As she continued to tell me more details about the days shoot the unprofessionalism of Sophia and Philipp became evident. ‚Sophia took dozens of pictures from behind the scenes and President Graber was completely outraged by her actions. There were at least fifteen security guards and I questioned how could someone be so unprofessional and violate the terms of agreement for the production. They both then said they wanted to sue the publication afterwards for the lost luggage, the flight and the hotel suite. They even tried to make a case about me, for using Philipps camera. He had enabled the copy right function in his camera, but I took the pictures. He had offered me his camera, otherwise I would have organized one myself. […] Philipp was nervous the entire time during the shoot, especially when I asked him, ‘why was there a second hard drive?’’
When we all returned to Berlin, Sophiasent both me and the client rude emails and was calling me multiple times over three days asking for an exorbitant amount of money. The final outcome was that I had lost my biggest client through their unprofessional and inexcusable behaviour. I discovered too late, that they the only agreement they had with the editors responsible, was for the make-up.
A day later I received an email from Sophia saying; during our last conversation on the phone, we said that we would talk again after you had finished your ‚project‘. Which was in matter of fact only the acquisition of new clients… Also, we talked about how you would make things clear in the future, if there is a fee for any work you do for the agency…‘ this I had already confirmed. She went on to say; ‘We spoke about how you did not indicate that you were going to charge us for the assistance you offered us, which we agreed was a bit unfair and expected…’ According to the first contract, it was the only possible thing to do, especially since many of the artists I had spoken to, confirmed what was happening to me: ‘We talked in great detail about being honest and upfront in the future when you are offering your help and if it pertains to any costs. Do you remember, in the end we agreed that your desire to receive money was not clear, or very fair since you were initially hired as an unpaid intern.’ However, I had never agreed to those terms either on the phone, nor during the interview, or in my last official email regarding this article. I was hired as ‘Art Director’ which befits my professional experience acquired over the last eight years.
Another contradictory paragraph in her email reads: ‘We agreed to start over with everything including your contract and status. Hence, this is why we have not paid the invoice. All fee’s, or charges need to be clear & spoken about in detail for approval first before any work is done.’ We had discussed this and I had made it clear, that I will not continue any further assignment without a proper payment for it. She continued in her email; ’This is the normal procedure for any working relationship. I greatly appreciate your understanding. I kindly ask that you please refrain from using the business cards you made voluntarily, now that your preferred status has been made clear. We are looking forward to working with you as a normal Prestige Artist for paid projects and shoots.‘
Answering this email and explaining again the evidence coming from various sources in-house, Halfmann wrote me:
It appears you have a poor understanding of the English language in writing and orally:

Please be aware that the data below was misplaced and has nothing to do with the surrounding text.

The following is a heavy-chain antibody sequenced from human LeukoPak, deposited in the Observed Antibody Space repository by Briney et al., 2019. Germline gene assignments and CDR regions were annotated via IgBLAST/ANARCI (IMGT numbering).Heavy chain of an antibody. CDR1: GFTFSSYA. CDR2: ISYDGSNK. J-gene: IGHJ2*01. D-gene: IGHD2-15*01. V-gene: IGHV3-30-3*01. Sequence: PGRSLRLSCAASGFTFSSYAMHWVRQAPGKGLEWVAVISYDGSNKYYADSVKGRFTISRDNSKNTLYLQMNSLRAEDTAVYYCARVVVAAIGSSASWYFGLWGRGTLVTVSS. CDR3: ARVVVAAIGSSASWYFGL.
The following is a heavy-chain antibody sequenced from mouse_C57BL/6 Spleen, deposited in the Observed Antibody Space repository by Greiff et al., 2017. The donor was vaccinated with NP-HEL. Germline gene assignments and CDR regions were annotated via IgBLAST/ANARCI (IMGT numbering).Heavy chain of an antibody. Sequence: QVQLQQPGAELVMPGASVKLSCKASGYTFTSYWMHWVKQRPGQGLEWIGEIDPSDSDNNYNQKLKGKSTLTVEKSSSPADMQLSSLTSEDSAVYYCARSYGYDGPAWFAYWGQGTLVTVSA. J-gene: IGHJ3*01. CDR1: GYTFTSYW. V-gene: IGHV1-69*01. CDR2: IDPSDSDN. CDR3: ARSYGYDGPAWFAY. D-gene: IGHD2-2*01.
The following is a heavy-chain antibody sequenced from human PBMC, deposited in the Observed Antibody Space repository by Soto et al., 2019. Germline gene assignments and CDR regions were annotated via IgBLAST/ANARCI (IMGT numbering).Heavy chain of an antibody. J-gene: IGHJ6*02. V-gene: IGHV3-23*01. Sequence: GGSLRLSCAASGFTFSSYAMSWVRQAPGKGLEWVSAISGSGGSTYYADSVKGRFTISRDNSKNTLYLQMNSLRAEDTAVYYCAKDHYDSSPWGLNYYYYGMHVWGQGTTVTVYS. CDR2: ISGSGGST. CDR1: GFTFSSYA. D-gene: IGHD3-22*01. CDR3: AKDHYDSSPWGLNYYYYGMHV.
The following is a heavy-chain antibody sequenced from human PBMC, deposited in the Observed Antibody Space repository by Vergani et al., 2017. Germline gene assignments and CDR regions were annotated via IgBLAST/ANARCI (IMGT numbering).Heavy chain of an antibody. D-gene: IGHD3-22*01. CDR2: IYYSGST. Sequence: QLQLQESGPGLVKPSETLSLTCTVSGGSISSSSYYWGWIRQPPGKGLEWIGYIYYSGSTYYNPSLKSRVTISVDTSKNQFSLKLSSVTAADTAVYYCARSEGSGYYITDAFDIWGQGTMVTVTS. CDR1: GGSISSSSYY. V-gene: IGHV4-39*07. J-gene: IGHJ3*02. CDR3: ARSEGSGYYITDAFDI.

Nobody communicated a PAID art director position to you. You signed an ‘artist agreement,’ which applies whenever the agency supplies bookings to you when a client hires you to work as e.g. Art Director or Wardrobe Stylist for e.g. a photoshoot, and not a freelancer contract for a paid position as ‘Art Director.’
Hence we don’t understand why you would send us an invoice and expect payment nor do we understand how you were treated like a fool. Moreover, since poor communication cannot be a solid foundation for a good working relationship we have decided to terminate the artist agreement, effective immediately. Stop the use and/or distribution of any agency-related documents, emails or materials (e.g. business cards) nor promote/distribute any affiliation with the agency. Should you have any materials (e.g. pictures) in your possession we need you to either return or delete them from your hard drives as soon as possible and provide confirmation when deleting files from your hard drives.
I would also like to remind you that confidentiality & terms & conditions of the agency apply since you signed the artist agreement. We have no interest in pursuing this any further… On the other hand we will defend our reputation against unsubstantiated claims and violations against confidentiality & terms & conditions of the agency.
We wish you could luck with your career.’
Additionally to my invoice, I had asked to get a copy of my signed ‘artist agreement‘ and shehad answered: ‘Your Prestige Artists contract was already sent by Philipp,’ but I never received anything, except two outdated tubes of styling gel. At first, I might have only guessed the reasons why the agency has the urge to tie up creatives or fix the lack of clients. Now, one thing is certain; the methods of ‘Prestige Artists’ are more than questionable and unfair, but most importantly they are in many cases on the border of deception and being illegal, according to German and international commercial laws. Personally, I’m glad for trusting my inner voice and calling out a terrible sport. I stand for my own mistakes as well as my truth; but who ever commits a foul, gets the red card — both in fashion and sports. ☆
We stand for truth and honesty, as well as transparency. Our aim was to ensure, that no creative is harmed, treated badly and that the human rights of every individual remains untouched. The B’SPOQUE magazine is looking forward to a written statement of the agency, which will be published on our platform as well, in order to be transparent and fair.